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Old 10-28-2012, 03:33 AM   #1
honeybadgers
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Oct 2012
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I'm a novice to home brewing - my first batch turned out pretty well (a sweet stout) but didn't have the best sanitation, and this second go, I did a pumpkin ale (with much, much better sanitation, heh) and when I was about to bottle it off, I had a taste and decided that it was far too bland, so I added 1/8tsp of cinnamon and a tiny pinch of nutmeg to each bottle.

Come a week later and I crack open a sacrificial bottle just to make sure that all is well, and the thing goes CRAZY foaming up. I can see it nucleating on the sediment on the bottom, and it doesn't stop foaming until it's almost flat! It wasn't explosive, just a very strong initial foam, and then a slow, continual foaming, similar to pouring root beer over ice cream.

This happened with one or two of the sweet stouts as well. Is there a trick to getting the beer to not foam its little head off on the bottom sediment when opened?



 
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Old 10-28-2012, 04:00 AM   #2
Krazykripple
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they're called gushers. it can be from overcarbonating or an infection. if they've only been in the bottles for a week give them a couple more weeks and try one to see if they get any better



 
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Old 10-28-2012, 05:50 AM   #3
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Make sure you refrigerate them for about 24 hours before opening. 1/8 tsp of cinnamon is enough for an entire 5 gallon batch, you put that in each bottle?
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Old 10-28-2012, 09:47 AM   #4
honeybadgers
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I cannot lie - I like spice

I'll try refrigeration as well - going to give them a whole 2-3 weeks in the bottle.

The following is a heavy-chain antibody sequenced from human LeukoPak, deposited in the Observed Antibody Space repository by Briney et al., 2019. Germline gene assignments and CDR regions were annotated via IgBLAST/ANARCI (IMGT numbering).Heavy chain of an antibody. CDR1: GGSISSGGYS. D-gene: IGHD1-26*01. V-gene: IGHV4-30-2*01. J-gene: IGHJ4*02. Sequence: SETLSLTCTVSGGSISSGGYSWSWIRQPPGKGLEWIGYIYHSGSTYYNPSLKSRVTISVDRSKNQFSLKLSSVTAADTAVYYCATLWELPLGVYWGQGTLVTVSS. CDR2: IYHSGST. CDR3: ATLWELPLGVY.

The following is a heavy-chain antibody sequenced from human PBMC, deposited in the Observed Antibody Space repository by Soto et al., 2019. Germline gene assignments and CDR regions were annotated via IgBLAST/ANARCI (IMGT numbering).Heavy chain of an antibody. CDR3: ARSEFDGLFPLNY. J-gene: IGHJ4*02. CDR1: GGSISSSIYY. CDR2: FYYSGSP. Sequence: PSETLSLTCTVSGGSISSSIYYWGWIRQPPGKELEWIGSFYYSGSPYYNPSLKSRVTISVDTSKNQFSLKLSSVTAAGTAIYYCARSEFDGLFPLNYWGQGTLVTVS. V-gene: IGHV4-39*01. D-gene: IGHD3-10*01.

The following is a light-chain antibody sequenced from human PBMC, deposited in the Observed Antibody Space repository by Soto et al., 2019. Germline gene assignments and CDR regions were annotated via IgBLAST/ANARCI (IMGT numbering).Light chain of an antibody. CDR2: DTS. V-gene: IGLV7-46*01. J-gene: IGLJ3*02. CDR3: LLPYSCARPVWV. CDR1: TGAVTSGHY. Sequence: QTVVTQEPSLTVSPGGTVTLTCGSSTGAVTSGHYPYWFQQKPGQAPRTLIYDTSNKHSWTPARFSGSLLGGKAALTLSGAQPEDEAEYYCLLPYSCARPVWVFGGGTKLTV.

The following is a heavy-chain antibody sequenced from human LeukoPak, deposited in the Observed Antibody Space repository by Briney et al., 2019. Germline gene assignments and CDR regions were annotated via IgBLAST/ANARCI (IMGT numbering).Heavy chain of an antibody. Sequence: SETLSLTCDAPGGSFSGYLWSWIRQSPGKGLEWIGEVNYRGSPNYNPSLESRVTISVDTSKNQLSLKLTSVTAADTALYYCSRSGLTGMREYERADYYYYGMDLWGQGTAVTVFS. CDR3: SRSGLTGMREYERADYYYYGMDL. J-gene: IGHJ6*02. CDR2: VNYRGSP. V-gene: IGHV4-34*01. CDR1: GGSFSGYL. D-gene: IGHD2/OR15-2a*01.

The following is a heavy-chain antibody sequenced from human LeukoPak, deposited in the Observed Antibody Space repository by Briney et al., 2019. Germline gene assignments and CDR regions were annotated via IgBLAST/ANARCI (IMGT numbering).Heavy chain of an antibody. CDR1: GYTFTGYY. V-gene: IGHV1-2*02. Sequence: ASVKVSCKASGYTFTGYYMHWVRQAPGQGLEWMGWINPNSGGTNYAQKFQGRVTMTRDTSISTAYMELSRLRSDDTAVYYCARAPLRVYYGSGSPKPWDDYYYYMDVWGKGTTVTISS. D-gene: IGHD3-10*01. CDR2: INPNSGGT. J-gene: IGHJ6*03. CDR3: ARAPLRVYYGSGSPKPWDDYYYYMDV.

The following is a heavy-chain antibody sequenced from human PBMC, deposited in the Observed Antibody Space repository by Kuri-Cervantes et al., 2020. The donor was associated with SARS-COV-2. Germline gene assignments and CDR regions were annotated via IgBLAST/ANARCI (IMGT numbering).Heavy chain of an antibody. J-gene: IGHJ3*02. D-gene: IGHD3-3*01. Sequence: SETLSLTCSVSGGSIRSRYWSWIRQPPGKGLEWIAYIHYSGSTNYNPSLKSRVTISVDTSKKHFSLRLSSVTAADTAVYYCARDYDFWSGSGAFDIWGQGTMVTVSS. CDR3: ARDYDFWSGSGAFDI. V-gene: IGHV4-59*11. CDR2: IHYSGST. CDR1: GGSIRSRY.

They taste like a whole pumpkin pie in a bottle.

 
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Old 10-28-2012, 10:52 AM   #5
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Quote:
Originally Posted by honeybadgers View Post
I cannot lie - I like spice

I'll try refrigeration as well - going to give them a whole 2-3 weeks in the bottle.

They taste like a whole pumpkin pie in a bottle.
You may have to wait 4 or 5 more weeks. Try one at 2 more weeks and if it gushes, wait another. Once all the cinnamon has settled out and been covered by the flocculating yeast the gushing will stop.

 
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Old 10-28-2012, 01:11 PM   #6
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My summer ale did that early last year. I guess Gary at homebrewer TV didn't fridge them before openning on camera. Good thing that one didn't foam hardly at all. Anyway,make sure at fridge time they get a week in the fridge. That did it for mine.
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Old 10-28-2012, 02:16 PM   #7
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Quote:
I added 1/8tsp of cinnamon and a tiny pinch of nutmeg to each bottle.
While your sanitation practices may have been great while brewing, adding the spices like this is about as far from sanitary as you can get and pretty certainly introduced infection.
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Old 10-28-2012, 02:23 PM   #8
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Keep in mind that the beer's flavor changes really dramatically in the bottle. How it tastes out of the fermenter is likely to be nothing like what it'll taste like after a month or two in the bottle. Point is, don't judge the beer on how it tastes out of the fermenter. Just trust your recipe and wait for the conditioning process to complete before making decisions on whether it's good. If you decide it needs more spice after the conditioning process is done, then add more NEXT time you make that recipe.
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Old 10-28-2012, 02:26 PM   #9
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Oh, and in the meantime, be careful with these things. If they are overcarbonated, they could go kablooie. Handle them gently - when I have a suspected overcarb problem, I wear safety glasses and welder's gloves when I handle them and I store the bottles in a covered plastic tub. Keep the kids, dogs, and SWMBO away from them.
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Old 10-29-2012, 03:07 AM   #10
honeybadgers
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Quote:
Originally Posted by Captain Damage View Post
While your sanitation practices may have been great while brewing, adding the spices like this is about as far from sanitary as you can get and pretty certainly introduced infection.
aha, good to know!

Yeah, I would much rather have had the spice there beforehand anyways, but I'll make sure to not give any of this batch to anyone.

I was also wondering, ubernoob question, the ale is pretty darn light in flavor and body - does steeping the grains/malt/pumpkin in the boil make for a heavier body when there is more of the initial 5 gallons of water in the boil pot? My pot barely holds 2 gallons, so it held about 2/3 of the pumpkin and 1.5 gallons of water with the grains and such. Would I have a heavier body and flavor if I get a bigger pot and use more water in the boil? The sweet stout was pretty light in this regard as well.



 
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